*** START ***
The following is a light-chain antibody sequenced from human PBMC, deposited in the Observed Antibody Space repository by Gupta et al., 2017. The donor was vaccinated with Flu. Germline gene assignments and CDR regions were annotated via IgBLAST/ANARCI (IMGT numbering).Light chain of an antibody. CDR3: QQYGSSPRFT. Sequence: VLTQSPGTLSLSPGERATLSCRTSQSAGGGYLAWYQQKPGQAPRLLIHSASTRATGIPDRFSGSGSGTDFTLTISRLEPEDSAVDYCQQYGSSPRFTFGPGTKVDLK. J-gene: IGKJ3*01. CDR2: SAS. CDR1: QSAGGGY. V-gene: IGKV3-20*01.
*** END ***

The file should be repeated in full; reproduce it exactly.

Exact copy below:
The following is a light-chain antibody sequenced from human PBMC, deposited in the Observed Antibody Space repository by Gupta et al., 2017. The donor was vaccinated with Flu. Germline gene assignments and CDR regions were annotated via IgBLAST/ANARCI (IMGT numbering).Light chain of an antibody. CDR3: QQYGSSPRFT. Sequence: VLTQSPGTLSLSPGERATLSCRTSQSAGGGYLAWYQQKPGQAPRLLIHSASTRATGIPDRFSGSGSGTDFTLTISRLEPEDSAVDYCQQYGSSPRFTFGPGTKVDLK. J-gene: IGKJ3*01. CDR2: SAS. CDR1: QSAGGGY. V-gene: IGKV3-20*01.